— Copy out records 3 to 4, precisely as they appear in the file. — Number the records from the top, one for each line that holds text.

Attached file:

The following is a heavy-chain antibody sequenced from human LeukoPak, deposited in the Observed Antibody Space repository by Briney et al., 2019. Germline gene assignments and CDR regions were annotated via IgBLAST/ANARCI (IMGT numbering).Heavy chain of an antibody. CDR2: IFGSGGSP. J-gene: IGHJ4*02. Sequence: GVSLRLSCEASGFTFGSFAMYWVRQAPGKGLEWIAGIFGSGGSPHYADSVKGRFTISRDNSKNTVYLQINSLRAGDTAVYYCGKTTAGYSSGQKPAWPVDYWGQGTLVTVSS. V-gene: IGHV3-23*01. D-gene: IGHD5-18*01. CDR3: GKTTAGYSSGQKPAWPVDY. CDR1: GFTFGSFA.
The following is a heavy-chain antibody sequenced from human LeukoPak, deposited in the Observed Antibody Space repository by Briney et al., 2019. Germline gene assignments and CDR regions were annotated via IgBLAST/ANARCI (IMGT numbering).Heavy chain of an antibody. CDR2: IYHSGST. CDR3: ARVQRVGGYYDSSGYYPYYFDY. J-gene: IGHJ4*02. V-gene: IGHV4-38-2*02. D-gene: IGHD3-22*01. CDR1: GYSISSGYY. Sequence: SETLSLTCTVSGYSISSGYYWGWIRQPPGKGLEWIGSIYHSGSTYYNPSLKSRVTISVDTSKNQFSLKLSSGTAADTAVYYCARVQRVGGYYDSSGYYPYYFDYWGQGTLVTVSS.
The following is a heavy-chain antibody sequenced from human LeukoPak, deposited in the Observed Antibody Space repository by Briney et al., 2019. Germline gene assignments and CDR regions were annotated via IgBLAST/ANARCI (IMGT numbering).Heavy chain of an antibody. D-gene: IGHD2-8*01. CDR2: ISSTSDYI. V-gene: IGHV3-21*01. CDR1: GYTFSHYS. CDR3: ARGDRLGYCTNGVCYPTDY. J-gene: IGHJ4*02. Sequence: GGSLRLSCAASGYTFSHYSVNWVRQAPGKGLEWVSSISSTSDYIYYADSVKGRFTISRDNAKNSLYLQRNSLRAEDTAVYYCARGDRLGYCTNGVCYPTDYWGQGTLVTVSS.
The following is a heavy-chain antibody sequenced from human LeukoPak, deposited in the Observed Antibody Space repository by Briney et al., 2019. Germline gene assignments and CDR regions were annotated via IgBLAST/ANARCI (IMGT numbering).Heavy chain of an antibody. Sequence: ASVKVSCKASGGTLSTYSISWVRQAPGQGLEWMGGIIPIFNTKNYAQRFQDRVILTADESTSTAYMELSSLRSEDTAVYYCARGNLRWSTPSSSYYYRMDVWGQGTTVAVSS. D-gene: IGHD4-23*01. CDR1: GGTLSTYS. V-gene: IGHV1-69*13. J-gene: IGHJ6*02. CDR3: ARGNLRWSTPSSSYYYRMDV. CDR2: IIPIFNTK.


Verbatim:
The following is a heavy-chain antibody sequenced from human LeukoPak, deposited in the Observed Antibody Space repository by Briney et al., 2019. Germline gene assignments and CDR regions were annotated via IgBLAST/ANARCI (IMGT numbering).Heavy chain of an antibody. D-gene: IGHD2-8*01. CDR2: ISSTSDYI. V-gene: IGHV3-21*01. CDR1: GYTFSHYS. CDR3: ARGDRLGYCTNGVCYPTDY. J-gene: IGHJ4*02. Sequence: GGSLRLSCAASGYTFSHYSVNWVRQAPGKGLEWVSSISSTSDYIYYADSVKGRFTISRDNAKNSLYLQRNSLRAEDTAVYYCARGDRLGYCTNGVCYPTDYWGQGTLVTVSS.
The following is a heavy-chain antibody sequenced from human LeukoPak, deposited in the Observed Antibody Space repository by Briney et al., 2019. Germline gene assignments and CDR regions were annotated via IgBLAST/ANARCI (IMGT numbering).Heavy chain of an antibody. Sequence: ASVKVSCKASGGTLSTYSISWVRQAPGQGLEWMGGIIPIFNTKNYAQRFQDRVILTADESTSTAYMELSSLRSEDTAVYYCARGNLRWSTPSSSYYYRMDVWGQGTTVAVSS. D-gene: IGHD4-23*01. CDR1: GGTLSTYS. V-gene: IGHV1-69*13. J-gene: IGHJ6*02. CDR3: ARGNLRWSTPSSSYYYRMDV. CDR2: IIPIFNTK.